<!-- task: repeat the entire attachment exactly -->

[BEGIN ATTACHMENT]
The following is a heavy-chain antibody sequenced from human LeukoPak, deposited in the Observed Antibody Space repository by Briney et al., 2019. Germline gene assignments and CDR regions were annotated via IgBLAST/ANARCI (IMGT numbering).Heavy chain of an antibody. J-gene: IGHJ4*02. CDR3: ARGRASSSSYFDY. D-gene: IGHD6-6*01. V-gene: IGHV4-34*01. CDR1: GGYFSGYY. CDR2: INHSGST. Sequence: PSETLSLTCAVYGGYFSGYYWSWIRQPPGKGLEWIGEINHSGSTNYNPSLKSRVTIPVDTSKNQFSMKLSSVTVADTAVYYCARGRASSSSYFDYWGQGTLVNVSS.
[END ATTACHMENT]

The following is a heavy-chain antibody sequenced from human LeukoPak, deposited in the Observed Antibody Space repository by Briney et al., 2019. Germline gene assignments and CDR regions were annotated via IgBLAST/ANARCI (IMGT numbering).Heavy chain of an antibody. J-gene: IGHJ4*02. CDR3: ARGRASSSSYFDY. D-gene: IGHD6-6*01. V-gene: IGHV4-34*01. CDR1: GGYFSGYY. CDR2: INHSGST. Sequence: PSETLSLTCAVYGGYFSGYYWSWIRQPPGKGLEWIGEINHSGSTNYNPSLKSRVTIPVDTSKNQFSMKLSSVTVADTAVYYCARGRASSSSYFDYWGQGTLVNVSS.